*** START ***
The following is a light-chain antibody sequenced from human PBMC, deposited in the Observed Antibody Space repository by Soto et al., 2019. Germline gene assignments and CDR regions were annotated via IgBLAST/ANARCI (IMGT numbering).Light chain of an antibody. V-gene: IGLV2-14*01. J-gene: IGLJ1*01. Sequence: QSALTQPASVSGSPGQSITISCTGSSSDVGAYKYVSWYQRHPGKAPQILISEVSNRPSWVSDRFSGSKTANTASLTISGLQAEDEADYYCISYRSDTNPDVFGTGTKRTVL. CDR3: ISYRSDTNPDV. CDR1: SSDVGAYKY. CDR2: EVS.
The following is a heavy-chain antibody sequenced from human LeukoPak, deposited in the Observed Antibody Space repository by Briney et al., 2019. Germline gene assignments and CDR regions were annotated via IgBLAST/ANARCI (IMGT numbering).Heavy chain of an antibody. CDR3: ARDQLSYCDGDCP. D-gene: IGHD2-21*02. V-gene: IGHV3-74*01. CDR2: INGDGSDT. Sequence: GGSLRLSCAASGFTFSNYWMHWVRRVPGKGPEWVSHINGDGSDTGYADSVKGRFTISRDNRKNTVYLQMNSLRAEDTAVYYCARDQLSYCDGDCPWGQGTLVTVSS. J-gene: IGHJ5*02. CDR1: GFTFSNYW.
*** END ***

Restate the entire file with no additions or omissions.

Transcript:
The following is a light-chain antibody sequenced from human PBMC, deposited in the Observed Antibody Space repository by Soto et al., 2019. Germline gene assignments and CDR regions were annotated via IgBLAST/ANARCI (IMGT numbering).Light chain of an antibody. V-gene: IGLV2-14*01. J-gene: IGLJ1*01. Sequence: QSALTQPASVSGSPGQSITISCTGSSSDVGAYKYVSWYQRHPGKAPQILISEVSNRPSWVSDRFSGSKTANTASLTISGLQAEDEADYYCISYRSDTNPDVFGTGTKRTVL. CDR3: ISYRSDTNPDV. CDR1: SSDVGAYKY. CDR2: EVS.
The following is a heavy-chain antibody sequenced from human LeukoPak, deposited in the Observed Antibody Space repository by Briney et al., 2019. Germline gene assignments and CDR regions were annotated via IgBLAST/ANARCI (IMGT numbering).Heavy chain of an antibody. CDR3: ARDQLSYCDGDCP. D-gene: IGHD2-21*02. V-gene: IGHV3-74*01. CDR2: INGDGSDT. Sequence: GGSLRLSCAASGFTFSNYWMHWVRRVPGKGPEWVSHINGDGSDTGYADSVKGRFTISRDNRKNTVYLQMNSLRAEDTAVYYCARDQLSYCDGDCPWGQGTLVTVSS. J-gene: IGHJ5*02. CDR1: GFTFSNYW.